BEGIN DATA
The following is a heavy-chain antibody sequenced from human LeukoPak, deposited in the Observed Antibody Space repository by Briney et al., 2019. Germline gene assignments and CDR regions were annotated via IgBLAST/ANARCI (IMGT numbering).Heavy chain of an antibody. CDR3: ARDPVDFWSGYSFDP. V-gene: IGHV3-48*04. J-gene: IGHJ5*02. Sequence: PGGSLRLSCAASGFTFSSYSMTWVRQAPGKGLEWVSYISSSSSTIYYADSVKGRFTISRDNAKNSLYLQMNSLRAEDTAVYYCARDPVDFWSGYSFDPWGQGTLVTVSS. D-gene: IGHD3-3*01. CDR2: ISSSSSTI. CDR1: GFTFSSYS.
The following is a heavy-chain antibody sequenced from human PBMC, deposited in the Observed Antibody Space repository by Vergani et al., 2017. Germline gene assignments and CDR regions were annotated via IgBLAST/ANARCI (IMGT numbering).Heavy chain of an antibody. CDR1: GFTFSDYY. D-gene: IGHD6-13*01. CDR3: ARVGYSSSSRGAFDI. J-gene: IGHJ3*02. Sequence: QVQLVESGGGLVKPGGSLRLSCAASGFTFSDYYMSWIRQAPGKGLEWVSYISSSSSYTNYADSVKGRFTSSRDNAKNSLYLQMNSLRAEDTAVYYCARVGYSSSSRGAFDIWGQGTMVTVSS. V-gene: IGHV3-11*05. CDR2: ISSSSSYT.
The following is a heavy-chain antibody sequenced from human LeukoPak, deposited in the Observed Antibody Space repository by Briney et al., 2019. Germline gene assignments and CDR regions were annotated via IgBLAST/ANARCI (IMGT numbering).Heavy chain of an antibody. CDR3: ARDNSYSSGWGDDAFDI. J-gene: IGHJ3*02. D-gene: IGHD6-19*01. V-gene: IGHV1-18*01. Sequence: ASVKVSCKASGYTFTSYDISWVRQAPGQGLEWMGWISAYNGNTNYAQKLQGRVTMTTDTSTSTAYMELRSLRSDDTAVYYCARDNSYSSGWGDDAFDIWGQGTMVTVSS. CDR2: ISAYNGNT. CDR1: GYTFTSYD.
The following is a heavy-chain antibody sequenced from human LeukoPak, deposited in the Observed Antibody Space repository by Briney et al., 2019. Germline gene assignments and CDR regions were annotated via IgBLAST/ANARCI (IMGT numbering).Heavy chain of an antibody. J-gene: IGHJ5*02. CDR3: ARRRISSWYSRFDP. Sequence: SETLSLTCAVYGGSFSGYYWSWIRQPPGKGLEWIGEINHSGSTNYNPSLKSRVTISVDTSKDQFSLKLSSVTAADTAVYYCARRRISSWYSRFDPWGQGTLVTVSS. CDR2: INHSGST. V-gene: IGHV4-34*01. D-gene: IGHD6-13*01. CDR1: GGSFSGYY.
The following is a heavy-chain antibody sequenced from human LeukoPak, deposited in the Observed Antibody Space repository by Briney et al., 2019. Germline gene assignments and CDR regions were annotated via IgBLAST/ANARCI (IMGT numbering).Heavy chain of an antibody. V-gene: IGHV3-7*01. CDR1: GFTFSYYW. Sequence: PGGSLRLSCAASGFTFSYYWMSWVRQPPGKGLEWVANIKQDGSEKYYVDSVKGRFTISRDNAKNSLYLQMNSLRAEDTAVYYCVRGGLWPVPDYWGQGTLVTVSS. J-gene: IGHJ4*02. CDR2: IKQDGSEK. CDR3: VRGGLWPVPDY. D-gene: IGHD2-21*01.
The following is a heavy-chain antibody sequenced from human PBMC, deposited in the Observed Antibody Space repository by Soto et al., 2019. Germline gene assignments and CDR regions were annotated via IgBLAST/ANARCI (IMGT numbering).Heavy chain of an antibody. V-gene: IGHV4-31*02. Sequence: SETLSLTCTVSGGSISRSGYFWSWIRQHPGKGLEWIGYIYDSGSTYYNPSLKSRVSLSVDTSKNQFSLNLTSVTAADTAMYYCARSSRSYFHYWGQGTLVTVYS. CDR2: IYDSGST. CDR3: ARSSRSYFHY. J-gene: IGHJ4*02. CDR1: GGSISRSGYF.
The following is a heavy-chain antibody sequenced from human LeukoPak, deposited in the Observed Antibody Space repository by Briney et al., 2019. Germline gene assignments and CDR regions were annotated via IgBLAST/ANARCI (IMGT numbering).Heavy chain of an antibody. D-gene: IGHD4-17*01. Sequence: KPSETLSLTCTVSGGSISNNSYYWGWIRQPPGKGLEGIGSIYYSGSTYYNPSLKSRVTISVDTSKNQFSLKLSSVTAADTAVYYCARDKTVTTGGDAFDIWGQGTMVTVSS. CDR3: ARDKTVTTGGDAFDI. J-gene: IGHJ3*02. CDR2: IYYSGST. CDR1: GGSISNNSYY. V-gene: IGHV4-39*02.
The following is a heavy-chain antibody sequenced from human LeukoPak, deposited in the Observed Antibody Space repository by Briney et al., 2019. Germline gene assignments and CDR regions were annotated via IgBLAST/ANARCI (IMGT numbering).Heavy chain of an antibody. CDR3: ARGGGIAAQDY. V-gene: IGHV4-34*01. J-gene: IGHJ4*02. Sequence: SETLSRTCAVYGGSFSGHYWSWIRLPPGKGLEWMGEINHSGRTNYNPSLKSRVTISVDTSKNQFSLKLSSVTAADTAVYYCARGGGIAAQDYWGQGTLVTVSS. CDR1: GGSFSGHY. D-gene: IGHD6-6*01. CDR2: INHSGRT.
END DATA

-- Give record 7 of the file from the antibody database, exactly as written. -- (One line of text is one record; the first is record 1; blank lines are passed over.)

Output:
The following is a heavy-chain antibody sequenced from human LeukoPak, deposited in the Observed Antibody Space repository by Briney et al., 2019. Germline gene assignments and CDR regions were annotated via IgBLAST/ANARCI (IMGT numbering).Heavy chain of an antibody. D-gene: IGHD4-17*01. Sequence: KPSETLSLTCTVSGGSISNNSYYWGWIRQPPGKGLEGIGSIYYSGSTYYNPSLKSRVTISVDTSKNQFSLKLSSVTAADTAVYYCARDKTVTTGGDAFDIWGQGTMVTVSS. CDR3: ARDKTVTTGGDAFDI. J-gene: IGHJ3*02. CDR2: IYYSGST. CDR1: GGSISNNSYY. V-gene: IGHV4-39*02.